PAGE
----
You should not take any NRI medicine if you are allergic to any of the active or inactive ingredients. The presence of other medical problems and conditions may affect the use of NRIs. You should not use bupropion medicines if you have any of the following conditions:

  • A seizure disorder
  • A current or prior diagnosis of bulimia or anorexia nervosa 
  • Undergoing abrupt discontinuation of alcohol or sedatives (including benzodiazepines such as Xanax or Valium)
  • Currently on a monoamine oxidase inhibitor (MAOI) or have taken an MAOI within the past 14 days

You should not use Strattera if you have any of the following conditions:

  • Narrow angle glaucoma
  • Pheochromocytoma (a tumor that forms in the center of the adrenal gland that causes it to make too much adrenaline) 
  • Currently on a monoamine oxidase inhibitor (MAOI) or have taken an MAOI within the past 14 days

You should not use Nucynta if you have any of the following conditions:

  • Lung problems
  • A gastrointestinal (GI) problem called paralytic ileus in which the intestines are not working normally
  • Currently on a monoamine oxidase inhibitor (MAOI) or have taken an MAOI within the past 14 days

Stopping NRIs


The sudden discontinuation of any antidepressant, such as bupropion, may cause withdrawal-like symptoms. This is sometimes called discontinuation syndrome and may include the following symptoms:

  • A general feeling of uneasiness
  • Nausea
  • Dizziness
  • Lethargy
  • Flu-like symptoms

A gradual reduction in the dose rather than abruptly stopping is recommended whenever possible. If intolerable symptoms occur following a decrease in the dose or upon discontinuation of treatment, then resuming the previously prescribed dose may be considered. Your healthcare provider may continue decreasing the dose but at a more gradual rate.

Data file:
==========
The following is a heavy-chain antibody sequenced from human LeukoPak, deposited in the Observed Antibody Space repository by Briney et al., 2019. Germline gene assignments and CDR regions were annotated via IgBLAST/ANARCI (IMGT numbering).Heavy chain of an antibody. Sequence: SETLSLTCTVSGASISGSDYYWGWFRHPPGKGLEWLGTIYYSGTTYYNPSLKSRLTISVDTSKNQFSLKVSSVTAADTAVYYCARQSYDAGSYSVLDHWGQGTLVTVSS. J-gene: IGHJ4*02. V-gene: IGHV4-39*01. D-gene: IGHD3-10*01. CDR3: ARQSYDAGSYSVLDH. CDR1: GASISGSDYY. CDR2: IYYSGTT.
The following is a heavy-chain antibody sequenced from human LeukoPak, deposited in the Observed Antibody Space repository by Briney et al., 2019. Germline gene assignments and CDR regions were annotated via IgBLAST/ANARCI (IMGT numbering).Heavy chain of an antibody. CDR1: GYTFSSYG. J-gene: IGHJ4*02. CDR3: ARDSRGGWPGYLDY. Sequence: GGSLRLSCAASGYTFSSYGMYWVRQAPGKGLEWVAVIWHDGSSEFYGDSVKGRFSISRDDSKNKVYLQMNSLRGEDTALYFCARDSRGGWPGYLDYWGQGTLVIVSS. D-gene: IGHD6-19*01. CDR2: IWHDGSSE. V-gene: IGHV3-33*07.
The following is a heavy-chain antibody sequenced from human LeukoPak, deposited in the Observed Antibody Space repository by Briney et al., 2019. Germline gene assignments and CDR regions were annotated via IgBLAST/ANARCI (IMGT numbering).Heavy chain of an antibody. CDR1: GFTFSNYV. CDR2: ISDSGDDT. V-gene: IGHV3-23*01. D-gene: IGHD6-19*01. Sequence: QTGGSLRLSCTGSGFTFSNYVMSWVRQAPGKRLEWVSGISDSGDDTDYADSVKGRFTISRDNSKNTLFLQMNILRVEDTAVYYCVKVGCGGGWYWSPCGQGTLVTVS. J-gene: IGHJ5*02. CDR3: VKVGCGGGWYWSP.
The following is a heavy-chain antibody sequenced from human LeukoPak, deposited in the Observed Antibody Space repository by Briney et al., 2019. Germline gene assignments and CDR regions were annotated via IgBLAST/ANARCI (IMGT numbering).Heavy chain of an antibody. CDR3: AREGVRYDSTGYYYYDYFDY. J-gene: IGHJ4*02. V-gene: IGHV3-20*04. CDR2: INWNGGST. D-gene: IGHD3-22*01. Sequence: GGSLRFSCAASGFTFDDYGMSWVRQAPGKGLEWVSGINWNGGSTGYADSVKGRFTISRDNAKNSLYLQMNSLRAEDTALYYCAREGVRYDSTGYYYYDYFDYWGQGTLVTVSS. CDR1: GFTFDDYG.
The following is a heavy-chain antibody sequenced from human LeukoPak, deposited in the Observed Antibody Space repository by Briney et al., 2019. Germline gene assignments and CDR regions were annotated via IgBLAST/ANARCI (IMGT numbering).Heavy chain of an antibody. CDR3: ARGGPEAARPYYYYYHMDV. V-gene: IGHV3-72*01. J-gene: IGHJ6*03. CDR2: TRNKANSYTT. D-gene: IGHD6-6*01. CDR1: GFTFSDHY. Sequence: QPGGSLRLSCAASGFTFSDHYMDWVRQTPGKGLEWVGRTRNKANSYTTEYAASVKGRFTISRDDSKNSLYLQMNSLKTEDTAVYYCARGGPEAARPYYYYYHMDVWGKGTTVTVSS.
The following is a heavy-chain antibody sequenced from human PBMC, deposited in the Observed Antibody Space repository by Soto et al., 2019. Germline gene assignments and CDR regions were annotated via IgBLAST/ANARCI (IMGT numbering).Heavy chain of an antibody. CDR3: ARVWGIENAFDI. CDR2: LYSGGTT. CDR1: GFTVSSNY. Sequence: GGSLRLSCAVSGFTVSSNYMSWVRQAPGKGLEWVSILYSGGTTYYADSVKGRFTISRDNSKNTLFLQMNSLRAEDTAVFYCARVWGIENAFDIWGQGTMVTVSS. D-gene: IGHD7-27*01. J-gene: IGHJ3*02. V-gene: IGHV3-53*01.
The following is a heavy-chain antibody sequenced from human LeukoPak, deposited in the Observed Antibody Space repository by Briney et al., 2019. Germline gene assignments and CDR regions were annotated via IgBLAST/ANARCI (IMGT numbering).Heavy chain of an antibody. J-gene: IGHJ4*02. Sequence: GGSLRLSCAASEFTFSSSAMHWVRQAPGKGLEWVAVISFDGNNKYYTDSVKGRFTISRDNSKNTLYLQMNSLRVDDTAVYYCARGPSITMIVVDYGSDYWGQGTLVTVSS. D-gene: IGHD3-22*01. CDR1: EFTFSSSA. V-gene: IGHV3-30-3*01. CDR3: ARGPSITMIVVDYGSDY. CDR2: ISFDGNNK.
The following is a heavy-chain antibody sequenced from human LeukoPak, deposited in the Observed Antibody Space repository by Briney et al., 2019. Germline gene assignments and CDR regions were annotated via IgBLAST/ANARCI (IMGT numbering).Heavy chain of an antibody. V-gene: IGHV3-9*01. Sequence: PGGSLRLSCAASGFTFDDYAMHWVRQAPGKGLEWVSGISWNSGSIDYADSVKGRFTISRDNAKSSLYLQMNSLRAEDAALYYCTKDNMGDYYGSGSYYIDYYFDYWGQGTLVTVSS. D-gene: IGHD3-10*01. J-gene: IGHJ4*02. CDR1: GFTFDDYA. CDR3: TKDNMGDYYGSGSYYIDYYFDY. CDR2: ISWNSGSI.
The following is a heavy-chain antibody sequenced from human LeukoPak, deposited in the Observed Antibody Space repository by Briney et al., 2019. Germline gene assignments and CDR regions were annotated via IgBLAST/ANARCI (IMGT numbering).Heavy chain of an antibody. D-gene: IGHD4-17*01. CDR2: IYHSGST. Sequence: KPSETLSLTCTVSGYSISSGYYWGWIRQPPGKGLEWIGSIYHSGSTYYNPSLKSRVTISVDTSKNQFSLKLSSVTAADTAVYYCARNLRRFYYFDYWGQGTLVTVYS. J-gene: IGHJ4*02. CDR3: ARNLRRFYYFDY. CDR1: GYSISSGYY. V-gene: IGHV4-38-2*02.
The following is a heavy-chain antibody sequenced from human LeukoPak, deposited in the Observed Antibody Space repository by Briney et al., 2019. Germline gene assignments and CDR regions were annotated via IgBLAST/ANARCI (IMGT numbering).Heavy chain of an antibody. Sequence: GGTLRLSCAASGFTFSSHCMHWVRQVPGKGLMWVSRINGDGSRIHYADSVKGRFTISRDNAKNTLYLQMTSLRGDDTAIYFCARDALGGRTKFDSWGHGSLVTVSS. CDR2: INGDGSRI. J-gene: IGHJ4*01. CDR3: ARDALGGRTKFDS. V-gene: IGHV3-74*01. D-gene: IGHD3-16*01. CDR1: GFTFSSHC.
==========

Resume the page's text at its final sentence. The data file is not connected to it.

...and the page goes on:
Nucynta can cause physical dependence. The following withdrawal symptoms may occur:

  • Feeling anxious
  • Sweating
  • Sleep problems
  • Shivering, pain
  • Nausea
  • Tremors
  • Diarrhea
  • Upper respiratory symptoms
  • Hallucinations
  • Feeling that your hair is “standing on end”

To help lessen withdrawal symptoms, do not change the dose of Nucynta unless your healthcare professional advises you. Do not use Nucynta more often than prescribed and follow your doctor’s instructions about how to slowly stop taking it.

Serotonin syndrome risk

The development of a potentially life-threatening serotonin syndrome may occur with concomitant use of NRIs and serotonergic drugs that increase the levels of serotonin such as SNRIs (e.g., Cymbalta or Effexor XR), SSRIs (e.g., Prozac or Paxil), tricyclic antidepressants (TCAs), triptans, fentanyl, lithium, tramadol, tryptophan, buspirone, dextromethorphan, amphetamines, St. John’s Wort, and monoamine oxidase inhibitors (MAOIs) This may occur within the recommended dose. Symptoms of serotonin syndrome may include high fever, seizures, uneven heartbeat, or passing out. Emergency medical care may be needed if any of these symptoms occur.

Are norepinephrine reuptake inhibitors controlled substances?

Strattera and bupropion drugs are not controlled substances.

Nucynta is a Schedule II controlled substance and has an abuse potential similar to other opioid pain relievers. All patients treated with opioids require careful monitoring for signs of abuse and addiction because the use of opioid pain relievers carry the risk of addiction even under appropriate medical use.

Common norepinephrine reuptake inhibitors side effects

The following are potential common side effects when taking NRIs. This is not an exhaustive list and you should always consult a healthcare professional before taking an NRI.

  • Weight loss
  • Loss of appetite
  • Constipation
  • Dry mouth
  • Skin rash
  • Sweating
  • Ringing in the ears
  • Shakiness
  • Stomach pain
  • Agitation
  • Anxiety
  • Dizziness
  • Trouble sleeping
  • Muscle pain
  • Nausea
  • Fast heartbeat
  • Sore throat
  • Frequent urination
  • Sexual dysfunction

How much do norepinephrine reuptake inhibitors cost?

NRIs have a wide price range depending on the specific drug, quantity, and dosage. Almost all Medicare and insurance plans will cover NRIs. Since most NRIs are available in generic formulations, they are much less expensive than their brand-name counterparts. A SingleCare discount card could reduce prescription costs up to 80% at participating pharmacies.